Eastern Edge: Ranking the East’s goalies across fantasy categories
In this week's Eastern Edge, we'll rank goalies from the Eastern Conference, based on their fantasy hockey value this year. To make this list, I considered the save percentage (SV%), goals against average (GAA) and wins (W) from goalies that appeared in at least 25 games this year. Below the actual list, I shared some thoughts about a few Eastern Conference goalies and their performances this year.
The Ranking System
As I mentioned in the introduction, these rankings are based on three goaltending categories: SV%, GAA and wins. First, I ranked each goaltender based on his performance in each of those three categories separately. This left each goalie with three different ranks – one for SV%, one for GAA and one for wins. Next, I added up those three ranks to get an overall score that I called the Ranking Score (See Table 1). As you can see, goalies with high fantasy hockey value have lower Ranking Scores. Essentially, a lower Ranking Score means that the goaltender ranked highly in the categories we considered. For example, Tuukka Rask has a Ranking Score of 6, because he ranks 1st in save percentage, 1st in goals against average and 4th in wins (1 + 1 + 4 = 6). Keep in mind, these rankings only consider goalies from the Eastern Conference. Table 1 shows my final standings, with goalies listed in order of greatest to worst performance this year. Table 2 is messier but gives you a behind-the-scenes look at what exactly went into these rankings. It shows a goalie's individual stats (W, SV%, GAA) and where he ranked in each of the three categories (W rank, SV% Rank, GAA Rank) relative to other goalies on this list. Goalies are listed in alphabetical order based on their first name.
Table 1: Fantasy hockey rankings of Eastern Conference goaltenders, where lower Ranking Scores indicate better performances this year (Ranking Score = rank in wins + rank in SV% + rank in GAA). See 'The Ranking System' section above for a more detailed description.
The Bruins have found a recipe for success in net, balancing the workload between Tuukka Rask and Jaroslav Halak. Rask has started in 41 games this year, while Halak has 29 starts to his name. I feel like Halak doesn't get enough credit in fantasy hockey leagues because we've labelled him as a back-up goalie. While that may be the case, he's still managed to register 18 wins this year – a total which isn't far behind most of the league's starting goaltenders. Although he may see fewer starts than the 'ideal' fantasy hockey goaltender, I think he makes up for it with a consistently impressive SV% and GAA. The same logic applies to Rask, whose decreased workload has resulted in fewer opportunities to register wins. However, keep in mind that the Bruins are a really good team. So even though Rask isn't getting as many starts as other bona fide starters, he always has a good chance of winning the games he does appear in.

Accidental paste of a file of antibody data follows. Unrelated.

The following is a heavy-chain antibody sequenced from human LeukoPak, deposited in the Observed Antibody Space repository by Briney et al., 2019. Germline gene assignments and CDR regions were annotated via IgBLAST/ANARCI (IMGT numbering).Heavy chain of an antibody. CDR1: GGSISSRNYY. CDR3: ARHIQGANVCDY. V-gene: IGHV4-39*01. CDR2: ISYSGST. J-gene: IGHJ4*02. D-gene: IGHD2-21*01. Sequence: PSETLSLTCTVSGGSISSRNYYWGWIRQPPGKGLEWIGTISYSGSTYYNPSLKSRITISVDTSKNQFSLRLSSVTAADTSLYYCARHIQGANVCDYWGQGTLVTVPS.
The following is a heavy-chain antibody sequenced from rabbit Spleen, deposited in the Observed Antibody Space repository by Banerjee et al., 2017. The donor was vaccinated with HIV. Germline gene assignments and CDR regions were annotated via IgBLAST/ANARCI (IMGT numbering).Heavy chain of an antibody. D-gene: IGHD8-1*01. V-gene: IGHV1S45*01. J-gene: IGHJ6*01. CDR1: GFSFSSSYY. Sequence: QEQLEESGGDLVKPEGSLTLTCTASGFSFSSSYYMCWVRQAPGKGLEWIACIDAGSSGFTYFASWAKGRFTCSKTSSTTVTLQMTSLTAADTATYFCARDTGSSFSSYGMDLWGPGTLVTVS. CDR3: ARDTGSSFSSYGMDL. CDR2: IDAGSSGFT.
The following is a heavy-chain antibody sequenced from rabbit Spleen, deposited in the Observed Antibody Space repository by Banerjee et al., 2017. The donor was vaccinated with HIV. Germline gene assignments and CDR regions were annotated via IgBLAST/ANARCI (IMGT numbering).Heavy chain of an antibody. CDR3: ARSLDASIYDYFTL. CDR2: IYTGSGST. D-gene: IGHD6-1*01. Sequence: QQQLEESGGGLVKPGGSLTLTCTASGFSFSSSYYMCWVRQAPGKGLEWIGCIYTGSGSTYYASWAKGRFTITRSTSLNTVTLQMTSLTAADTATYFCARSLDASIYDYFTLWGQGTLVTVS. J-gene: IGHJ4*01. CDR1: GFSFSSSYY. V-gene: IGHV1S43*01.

Carter Hart did not have a strong start to the season, but he had been playing extremely well before the 2019-2020 campaign was put on hold. He was sidelined for about a month with a lower abdominal strain back in January and since his return on February 10th, he's won nine of 11 starts, registering a .934 SV% and 1.93 GAA in the process. I think one of the most interesting things about Hart's performance this year is the contrast between his numbers at home and his numbers on the road. He's 20-3-2 at the Wells Fargo Center, with a .943 SV% and 1.63 GAA. Away from home, he's 4-10-1 – with an .857 SV% and 3.81 GAA.
If you're looking at overall numbers, Tristan Jarry outperformed Matt Murray this year. However, before you start proclaiming that Jarry has replaced Murray as Pittsbrugh's starter, it's important to take a closer look at the numbers. Jarry was on fire during the 2019 portion of this season, posting a .938 SV% and 1.88 GAA through 18 games. But once 2020 rolled around, he cooled off considerably – registering a .901 SV% and 3.05 GAA through 15 appearances. Murray has actually been better than Jarry since January 1st, with a .905 SV% and 2.73 GAA. Murray's overall numbers this season may not be that impressive, but I definitely wouldn't write him off going forward.
Mackenzie Blackwood emerged as a pleasant surprise during a disappointing season for the Devils. I think he remains an underrated option in most fantasy hockey leagues because we tend to undervalue goalies that play for struggling teams. Don't be afraid to draft Blackwood as your second or third goalie, during the later rounds of your fantasy draft.
Linus Ullmark put together a really solid performance this year and I think Buffalo's defensive core is good enough for him to be a strong option in fantasy hockey. He missed about a month of action in January due to a lower-body injury and I feel like that absence prevented him from racking up a few more wins and maybe getting a bit more recognition around the league.
|Goalie||W||W Rank||SV%||SV% Rank||GAA||GAA Rank|
Table 2: Individual components of the overall Ranking Score displayed in Table 1. A goalie's rank in each of the three individual categories (W rank, SV% rank, GAA rank) is shown beside his output for each category (W – wins, SV% – save percentage, GAA – goals against average). Goalies are listed in alphabetical order based on first name.
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